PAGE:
Ex-Marshal Calls Wife's Killing Self-Defense

By Candace Rondeaux
Washington Post Staff Writer
Thursday, July 13, 2006

John W. Ludwig doesn't deny he killed his wife in their Ashburn home last year, but he insists he did not murder her.

The former U.S. marshal told a Loudoun County jury yesterday that he shot his wife in self-defense after she "exploded" during an argument in their bedroom and she pointed a gun at him.

During nearly seven hours of testimony, Ludwig, 52, choked up as he recounted how a lovers' quarrel on July 4, 2005, turned deadly. He said his wife, Karen Ludwig, 38, was so filled with rage that veins were bulging from her neck and her face was "blood red."

The argument quickly turned physical, he said, when his wife began slapping him. He said he fell after she punched him in the left ear, and he found himself looking up at the barrel of a .380-caliber Walther pistol.

"At the time, I didn't think I had any other recourse. I really thought Karen was going to shoot me," Ludwig said. "I feel responsible for what happened. But I did what I had to do. I reacted to a threat. I'm not guilty of murder."

Ludwig repeatedly said that he shot his wife in self-defense and that his reaction was the natural result of years of law-enforcement training. But when Loudoun Assistant Commonwealth's Attorney Robert M. Vernail pressed him, Ludwig acknowledged that his memory of what happened was clouded by alcohol and drugs he ingested that day. When he was arrested, Ludwig didn't say that his wife had had a gun; he testified that he recalled later that she did.

He waited nearly two days to call a 911 operator to report his wife's death.

"Things were just a blur. It was like I was in a dream world," Ludwig said.

Ludwig at times became tearful in the crowded Loudoun courtroom as he talked about his last hours with his wife. He said that he loved his wife but that the two had been having problems for more than a year. He said things spiraled out of control after Karen Ludwig lost control of her motorcycle as they left a July 4 cookout. When they returned home, he said, she began blaming him for the accident and belittling him.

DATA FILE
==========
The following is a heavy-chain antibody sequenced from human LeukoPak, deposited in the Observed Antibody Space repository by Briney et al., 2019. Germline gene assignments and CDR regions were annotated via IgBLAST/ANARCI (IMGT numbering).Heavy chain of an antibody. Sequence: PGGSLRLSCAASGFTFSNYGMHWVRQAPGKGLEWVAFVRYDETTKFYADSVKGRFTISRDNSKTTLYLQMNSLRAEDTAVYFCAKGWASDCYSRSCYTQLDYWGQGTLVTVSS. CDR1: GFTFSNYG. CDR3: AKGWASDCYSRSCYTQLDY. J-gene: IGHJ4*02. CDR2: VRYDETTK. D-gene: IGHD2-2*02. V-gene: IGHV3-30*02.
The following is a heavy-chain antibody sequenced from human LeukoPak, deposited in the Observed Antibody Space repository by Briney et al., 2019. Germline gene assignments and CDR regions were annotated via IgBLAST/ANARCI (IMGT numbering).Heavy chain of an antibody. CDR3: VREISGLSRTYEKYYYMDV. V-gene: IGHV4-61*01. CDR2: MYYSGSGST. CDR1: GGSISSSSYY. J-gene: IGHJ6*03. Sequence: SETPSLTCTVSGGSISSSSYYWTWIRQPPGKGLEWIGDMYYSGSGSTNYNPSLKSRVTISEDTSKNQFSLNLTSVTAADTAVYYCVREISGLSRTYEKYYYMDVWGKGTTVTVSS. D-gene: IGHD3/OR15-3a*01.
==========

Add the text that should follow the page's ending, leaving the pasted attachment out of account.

"She told me the reason she stopped making love to me was because I was a bad lover and her past boyfriend was a better lover than me," Ludwig said.

The shooting occurred after Ludwig said he was going to sleep in a spare room, he said.

"She was pointing the gun at me, and she was saying I was worth more dead than I was alive," Ludwig said through tears.

He said that he did not remember much that followed, but that before he knew it he had shot his wife five times with his Smith & Wesson service revolver.

"I knew Karen was dead. I knew I'd shot her, but I wasn't aware of all the circumstances," he said.

Vernail pressed Ludwig to explain why he had trouble remembering whether his wife had a gun that night and why he didn't mention the weapon when authorities questioned him.

"So, I guess your testimony is that you don't remember what you don't remember," Vernail said.

Ludwig, who was married three times before marrying Karen in 2002, said that his memory of what happened was hazy for weeks afterward and that it wasn't until his wife had been dead for more than a month that he remembered that she had pointed a gun at him.

The trial is expected to last through next week.

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